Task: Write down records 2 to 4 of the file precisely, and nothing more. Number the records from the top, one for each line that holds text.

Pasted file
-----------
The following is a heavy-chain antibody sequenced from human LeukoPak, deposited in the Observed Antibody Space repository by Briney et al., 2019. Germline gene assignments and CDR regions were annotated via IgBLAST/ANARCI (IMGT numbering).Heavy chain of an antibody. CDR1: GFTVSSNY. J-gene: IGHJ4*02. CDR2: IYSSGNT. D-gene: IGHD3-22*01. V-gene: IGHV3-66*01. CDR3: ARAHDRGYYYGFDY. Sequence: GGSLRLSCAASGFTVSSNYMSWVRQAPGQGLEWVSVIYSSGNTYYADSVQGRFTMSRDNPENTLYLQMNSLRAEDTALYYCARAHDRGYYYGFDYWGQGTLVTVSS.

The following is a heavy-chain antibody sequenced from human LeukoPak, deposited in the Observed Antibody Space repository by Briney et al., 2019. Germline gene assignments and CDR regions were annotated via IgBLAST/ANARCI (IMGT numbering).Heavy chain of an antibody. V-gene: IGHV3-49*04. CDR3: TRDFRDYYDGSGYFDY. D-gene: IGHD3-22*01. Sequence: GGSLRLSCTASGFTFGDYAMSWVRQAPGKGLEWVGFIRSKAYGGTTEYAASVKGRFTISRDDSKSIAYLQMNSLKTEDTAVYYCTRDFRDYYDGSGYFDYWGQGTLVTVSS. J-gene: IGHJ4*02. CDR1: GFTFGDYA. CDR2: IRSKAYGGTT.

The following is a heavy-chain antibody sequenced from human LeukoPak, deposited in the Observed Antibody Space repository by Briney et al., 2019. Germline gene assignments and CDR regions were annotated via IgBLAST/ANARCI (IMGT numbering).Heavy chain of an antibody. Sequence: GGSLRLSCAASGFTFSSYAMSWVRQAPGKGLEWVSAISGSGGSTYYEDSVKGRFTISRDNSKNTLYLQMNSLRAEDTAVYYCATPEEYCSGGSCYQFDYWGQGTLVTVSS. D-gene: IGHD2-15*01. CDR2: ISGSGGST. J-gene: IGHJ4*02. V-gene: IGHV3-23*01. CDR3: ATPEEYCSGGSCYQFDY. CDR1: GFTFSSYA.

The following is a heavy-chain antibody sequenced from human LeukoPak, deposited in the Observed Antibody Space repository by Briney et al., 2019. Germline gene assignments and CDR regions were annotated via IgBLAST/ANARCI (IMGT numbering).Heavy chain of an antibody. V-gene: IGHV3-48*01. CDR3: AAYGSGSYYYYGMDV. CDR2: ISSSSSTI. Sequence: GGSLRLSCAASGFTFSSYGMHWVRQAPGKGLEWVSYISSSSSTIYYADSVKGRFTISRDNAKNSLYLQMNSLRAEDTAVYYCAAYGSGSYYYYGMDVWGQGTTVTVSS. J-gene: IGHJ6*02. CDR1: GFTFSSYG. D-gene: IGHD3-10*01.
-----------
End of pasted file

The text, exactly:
The following is a heavy-chain antibody sequenced from human LeukoPak, deposited in the Observed Antibody Space repository by Briney et al., 2019. Germline gene assignments and CDR regions were annotated via IgBLAST/ANARCI (IMGT numbering).Heavy chain of an antibody. V-gene: IGHV3-49*04. CDR3: TRDFRDYYDGSGYFDY. D-gene: IGHD3-22*01. Sequence: GGSLRLSCTASGFTFGDYAMSWVRQAPGKGLEWVGFIRSKAYGGTTEYAASVKGRFTISRDDSKSIAYLQMNSLKTEDTAVYYCTRDFRDYYDGSGYFDYWGQGTLVTVSS. J-gene: IGHJ4*02. CDR1: GFTFGDYA. CDR2: IRSKAYGGTT.

The following is a heavy-chain antibody sequenced from human LeukoPak, deposited in the Observed Antibody Space repository by Briney et al., 2019. Germline gene assignments and CDR regions were annotated via IgBLAST/ANARCI (IMGT numbering).Heavy chain of an antibody. Sequence: GGSLRLSCAASGFTFSSYAMSWVRQAPGKGLEWVSAISGSGGSTYYEDSVKGRFTISRDNSKNTLYLQMNSLRAEDTAVYYCATPEEYCSGGSCYQFDYWGQGTLVTVSS. D-gene: IGHD2-15*01. CDR2: ISGSGGST. J-gene: IGHJ4*02. V-gene: IGHV3-23*01. CDR3: ATPEEYCSGGSCYQFDY. CDR1: GFTFSSYA.

The following is a heavy-chain antibody sequenced from human LeukoPak, deposited in the Observed Antibody Space repository by Briney et al., 2019. Germline gene assignments and CDR regions were annotated via IgBLAST/ANARCI (IMGT numbering).Heavy chain of an antibody. V-gene: IGHV3-48*01. CDR3: AAYGSGSYYYYGMDV. CDR2: ISSSSSTI. Sequence: GGSLRLSCAASGFTFSSYGMHWVRQAPGKGLEWVSYISSSSSTIYYADSVKGRFTISRDNAKNSLYLQMNSLRAEDTAVYYCAAYGSGSYYYYGMDVWGQGTTVTVSS. J-gene: IGHJ6*02. CDR1: GFTFSSYG. D-gene: IGHD3-10*01.